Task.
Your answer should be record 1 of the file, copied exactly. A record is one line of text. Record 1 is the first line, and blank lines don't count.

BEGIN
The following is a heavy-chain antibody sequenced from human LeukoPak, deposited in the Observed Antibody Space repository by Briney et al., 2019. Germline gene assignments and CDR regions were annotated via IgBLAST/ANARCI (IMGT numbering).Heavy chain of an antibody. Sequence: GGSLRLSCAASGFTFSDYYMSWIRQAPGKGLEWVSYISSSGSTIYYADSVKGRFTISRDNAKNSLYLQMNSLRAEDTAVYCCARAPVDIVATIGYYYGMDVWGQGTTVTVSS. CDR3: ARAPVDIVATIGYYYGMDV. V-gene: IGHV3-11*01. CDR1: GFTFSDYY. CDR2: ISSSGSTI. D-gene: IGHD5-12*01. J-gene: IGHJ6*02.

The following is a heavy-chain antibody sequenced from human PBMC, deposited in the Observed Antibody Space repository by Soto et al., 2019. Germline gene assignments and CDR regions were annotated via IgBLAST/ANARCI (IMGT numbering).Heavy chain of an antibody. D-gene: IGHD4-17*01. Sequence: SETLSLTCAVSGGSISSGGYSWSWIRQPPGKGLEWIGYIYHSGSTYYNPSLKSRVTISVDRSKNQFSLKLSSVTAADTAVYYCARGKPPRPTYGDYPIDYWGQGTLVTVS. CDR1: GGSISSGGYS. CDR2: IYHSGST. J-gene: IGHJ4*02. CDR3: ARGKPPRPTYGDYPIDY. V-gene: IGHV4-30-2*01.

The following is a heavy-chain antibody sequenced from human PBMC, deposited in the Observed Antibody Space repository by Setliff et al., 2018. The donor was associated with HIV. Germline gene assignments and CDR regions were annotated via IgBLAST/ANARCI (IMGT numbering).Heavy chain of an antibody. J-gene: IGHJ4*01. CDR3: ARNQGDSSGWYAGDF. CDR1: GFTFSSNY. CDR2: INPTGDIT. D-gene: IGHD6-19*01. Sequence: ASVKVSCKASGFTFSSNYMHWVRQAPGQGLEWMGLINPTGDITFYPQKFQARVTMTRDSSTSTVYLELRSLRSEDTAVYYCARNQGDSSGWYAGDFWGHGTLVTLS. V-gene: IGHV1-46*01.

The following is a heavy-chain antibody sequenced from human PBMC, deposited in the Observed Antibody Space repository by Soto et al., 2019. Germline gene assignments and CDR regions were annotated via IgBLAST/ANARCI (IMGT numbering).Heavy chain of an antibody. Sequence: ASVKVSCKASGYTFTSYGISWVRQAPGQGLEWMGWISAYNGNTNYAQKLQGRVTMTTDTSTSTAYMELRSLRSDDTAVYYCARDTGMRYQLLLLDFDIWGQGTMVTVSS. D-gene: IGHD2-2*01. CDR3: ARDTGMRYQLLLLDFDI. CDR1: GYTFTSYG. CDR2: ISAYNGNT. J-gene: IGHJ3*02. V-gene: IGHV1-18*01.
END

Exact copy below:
The following is a heavy-chain antibody sequenced from human LeukoPak, deposited in the Observed Antibody Space repository by Briney et al., 2019. Germline gene assignments and CDR regions were annotated via IgBLAST/ANARCI (IMGT numbering).Heavy chain of an antibody. Sequence: GGSLRLSCAASGFTFSDYYMSWIRQAPGKGLEWVSYISSSGSTIYYADSVKGRFTISRDNAKNSLYLQMNSLRAEDTAVYCCARAPVDIVATIGYYYGMDVWGQGTTVTVSS. CDR3: ARAPVDIVATIGYYYGMDV. V-gene: IGHV3-11*01. CDR1: GFTFSDYY. CDR2: ISSSGSTI. D-gene: IGHD5-12*01. J-gene: IGHJ6*02.